ANSON — In just a few weeks Mary Adley will find herself in a place she hasn’t been in a while — a second-grade math class.

Adley, a high school special education teacher at Carrabec High School, is part of a small group of teachers participating in peer review teacher evaluations, a first in the Anson-based school district.

“I have experience at the elementary level and I used to be an elementary school principal,” she said as she explained how the new evaluations will be conducted by a group of volunteer teachers who received training in Augusta this summer.

Last year the school district became one of five in the state to participate in the Maine Schools for Excellence project, a grant-based initiative for school improvement that is federally funded by the U.S. Department of Education. Carrabec High School also accepted a national Schools in Need of Improvement grant last year.

“Both require that an evidence-based teacher and principal evaluation project be implemented,” said Ken Coville, Regional School Unit 74 superintendent. The communities in the district are: Anson, Embden, New Portland and Solon.

Last year the state also passed a law requiring for the first time that teachers and principals be evaluated.

Under the law, the district must develop the requirements and processes for evaluation by the 2013-2014 school year, run a pilot evaluation program by the same period and use the evaluations by the following school year, said Coville.

He said that because of the grant stipulations he estimates that Anson is two years ahead of most of the state in meeting these requirements.

This is the second year that Maine has applied for grants through the federal Teacher Incentive Fund, making them able to give the same grant to an additional 17 schools in 6 districts this year.

David Connerty-Marin, spokesman for the Department of Education, said that so far a majority of teachers have responded positively to the requirements, including the new evaluation system, which is a stipulation of the grant. He said that one of the grant requirements is a signed approval by the local teacher’s union.

“We’ve had a positive reaction by teachers for the most part,” he said. “They get to help develop the system by which they are measured.”

In the Anson-based district, developing and planning for the evaluations began in the spring and summer of 2011 and last year an initial evaluation of all teachers was conducted. This year it will expand to include principal evaluations and will also expand the scope of the evaluation, according to Coville.

For the first time the school will use student surveys to allow teachers to receive direct feedback on their performance.

There will also be self and peer assessments for teachers developed by an education consultant out of Augusta, TeachScape, that trained small groups from the Maine Schools for Excellence districts during the summer.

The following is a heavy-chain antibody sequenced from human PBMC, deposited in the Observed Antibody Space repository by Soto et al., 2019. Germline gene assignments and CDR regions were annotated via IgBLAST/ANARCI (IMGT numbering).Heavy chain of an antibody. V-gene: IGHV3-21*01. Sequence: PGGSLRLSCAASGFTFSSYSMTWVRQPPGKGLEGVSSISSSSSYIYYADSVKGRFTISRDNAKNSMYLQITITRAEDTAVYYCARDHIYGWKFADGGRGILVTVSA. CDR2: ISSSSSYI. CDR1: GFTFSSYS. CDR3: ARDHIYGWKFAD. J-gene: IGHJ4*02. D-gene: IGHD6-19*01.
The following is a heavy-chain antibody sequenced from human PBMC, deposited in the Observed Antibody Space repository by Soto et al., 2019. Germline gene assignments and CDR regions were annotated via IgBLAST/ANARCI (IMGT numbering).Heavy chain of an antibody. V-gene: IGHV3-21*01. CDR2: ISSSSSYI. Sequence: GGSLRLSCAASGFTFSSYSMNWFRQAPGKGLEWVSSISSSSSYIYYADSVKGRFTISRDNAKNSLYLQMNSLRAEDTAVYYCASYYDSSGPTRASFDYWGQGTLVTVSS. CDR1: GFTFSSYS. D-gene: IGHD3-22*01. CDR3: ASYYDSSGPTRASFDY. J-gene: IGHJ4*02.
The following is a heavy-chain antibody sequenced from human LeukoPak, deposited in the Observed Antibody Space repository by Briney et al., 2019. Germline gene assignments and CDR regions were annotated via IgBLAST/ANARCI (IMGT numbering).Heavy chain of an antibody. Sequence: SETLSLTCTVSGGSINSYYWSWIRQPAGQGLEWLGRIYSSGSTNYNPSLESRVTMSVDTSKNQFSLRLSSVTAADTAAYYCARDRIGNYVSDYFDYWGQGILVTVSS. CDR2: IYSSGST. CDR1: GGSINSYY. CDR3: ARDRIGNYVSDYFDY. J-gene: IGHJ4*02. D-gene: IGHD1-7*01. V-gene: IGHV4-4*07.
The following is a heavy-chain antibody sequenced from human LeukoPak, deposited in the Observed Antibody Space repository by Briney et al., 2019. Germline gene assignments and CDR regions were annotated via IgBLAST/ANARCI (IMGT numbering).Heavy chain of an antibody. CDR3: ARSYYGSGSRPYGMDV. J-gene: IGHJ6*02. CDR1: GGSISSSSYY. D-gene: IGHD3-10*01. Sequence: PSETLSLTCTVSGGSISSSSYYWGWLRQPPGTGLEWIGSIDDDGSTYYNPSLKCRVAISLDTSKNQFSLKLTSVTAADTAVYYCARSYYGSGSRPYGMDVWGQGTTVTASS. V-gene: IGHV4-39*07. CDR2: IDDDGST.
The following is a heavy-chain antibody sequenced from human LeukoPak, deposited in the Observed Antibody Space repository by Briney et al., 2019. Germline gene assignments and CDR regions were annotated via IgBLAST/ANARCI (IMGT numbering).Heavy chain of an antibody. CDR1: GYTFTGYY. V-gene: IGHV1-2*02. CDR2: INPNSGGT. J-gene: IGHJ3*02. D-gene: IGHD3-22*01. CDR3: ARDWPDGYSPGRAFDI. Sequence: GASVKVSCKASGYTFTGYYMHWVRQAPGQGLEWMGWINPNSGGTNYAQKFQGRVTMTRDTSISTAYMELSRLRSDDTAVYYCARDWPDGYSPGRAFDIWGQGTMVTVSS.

In addition to being a new requirement by the state, Coville said that peer assessment is a good way for teachers to look at their performance.

“It is a structured way to look at performance that goes beyond just the feedback of that teacher’s supervisor,” he said.

Adley, who has worked in the district for 11 years and formerly worked for the education department, said that although there has been some hesitancy in moving to the new system, for the most part she has heard positive feedback in regards to the evaluations.

“I think before there was concern that evaluations were done by only one person,” she said, referring to last year when teacher evaluations were done by only a supervisor, usually a principal or superintendent. “With this there is more reliability.”

She said that the school will phase in the new evaluations — this year’s peer evaluations are voluntary. They are also working on developing evaluations for parents to fill out.

She will do her first peer evaluation the first week in November, when she will sit in on a second-grade math class. She said the teacher will know the week to expect her, but not the day.

“That way it’s less likely that the class is perceived as a prepackaged come-look-at-me type thing,” she said.

Coville said he hopes that the group of six teachers and six administrators from the district who received training this summer will be able to impart what they learned to the rest of the staff.

He also said that faculty will receive ongoing training throughout the school year both in person and through online classes with TeachScape.

The district will simultaneously work on the development of the superintendent’s evaluation, which is conducted annually even though the state only mandates an evaluation the year prior to the expiration of a contract.

Coville’s contract expires in June 2015.

“It’s a good idea to have a robust superintendent’s evaluation,” he said. “You shouldn’t ask the staff to do anything you’re not subject to as well.”

Rachel Ohm — 612-2368

[email protected]

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